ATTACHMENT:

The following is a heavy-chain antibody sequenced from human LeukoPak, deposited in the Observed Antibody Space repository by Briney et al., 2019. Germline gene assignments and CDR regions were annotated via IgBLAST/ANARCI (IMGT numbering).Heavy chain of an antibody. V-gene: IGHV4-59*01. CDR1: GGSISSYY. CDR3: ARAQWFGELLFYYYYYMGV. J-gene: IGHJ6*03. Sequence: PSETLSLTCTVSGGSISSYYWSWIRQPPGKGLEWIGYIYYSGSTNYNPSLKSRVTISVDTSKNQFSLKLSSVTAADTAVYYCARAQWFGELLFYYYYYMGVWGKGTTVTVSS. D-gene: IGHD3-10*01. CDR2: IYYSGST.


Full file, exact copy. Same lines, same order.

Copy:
The following is a heavy-chain antibody sequenced from human LeukoPak, deposited in the Observed Antibody Space repository by Briney et al., 2019. Germline gene assignments and CDR regions were annotated via IgBLAST/ANARCI (IMGT numbering).Heavy chain of an antibody. V-gene: IGHV4-59*01. CDR1: GGSISSYY. CDR3: ARAQWFGELLFYYYYYMGV. J-gene: IGHJ6*03. Sequence: PSETLSLTCTVSGGSISSYYWSWIRQPPGKGLEWIGYIYYSGSTNYNPSLKSRVTISVDTSKNQFSLKLSSVTAADTAVYYCARAQWFGELLFYYYYYMGVWGKGTTVTVSS. D-gene: IGHD3-10*01. CDR2: IYYSGST.